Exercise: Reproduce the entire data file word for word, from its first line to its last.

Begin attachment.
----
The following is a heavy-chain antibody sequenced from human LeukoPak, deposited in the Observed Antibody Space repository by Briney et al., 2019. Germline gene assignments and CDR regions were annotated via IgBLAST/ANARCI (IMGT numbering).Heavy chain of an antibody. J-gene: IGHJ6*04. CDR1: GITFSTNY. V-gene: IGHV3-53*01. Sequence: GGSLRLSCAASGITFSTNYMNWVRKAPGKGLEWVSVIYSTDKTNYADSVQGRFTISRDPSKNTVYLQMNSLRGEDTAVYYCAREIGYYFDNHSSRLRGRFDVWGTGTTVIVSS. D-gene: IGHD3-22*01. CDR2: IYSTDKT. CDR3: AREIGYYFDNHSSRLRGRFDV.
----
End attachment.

The following is a heavy-chain antibody sequenced from human LeukoPak, deposited in the Observed Antibody Space repository by Briney et al., 2019. Germline gene assignments and CDR regions were annotated via IgBLAST/ANARCI (IMGT numbering).Heavy chain of an antibody. J-gene: IGHJ6*04. CDR1: GITFSTNY. V-gene: IGHV3-53*01. Sequence: GGSLRLSCAASGITFSTNYMNWVRKAPGKGLEWVSVIYSTDKTNYADSVQGRFTISRDPSKNTVYLQMNSLRGEDTAVYYCAREIGYYFDNHSSRLRGRFDVWGTGTTVIVSS. D-gene: IGHD3-22*01. CDR2: IYSTDKT. CDR3: AREIGYYFDNHSSRLRGRFDV.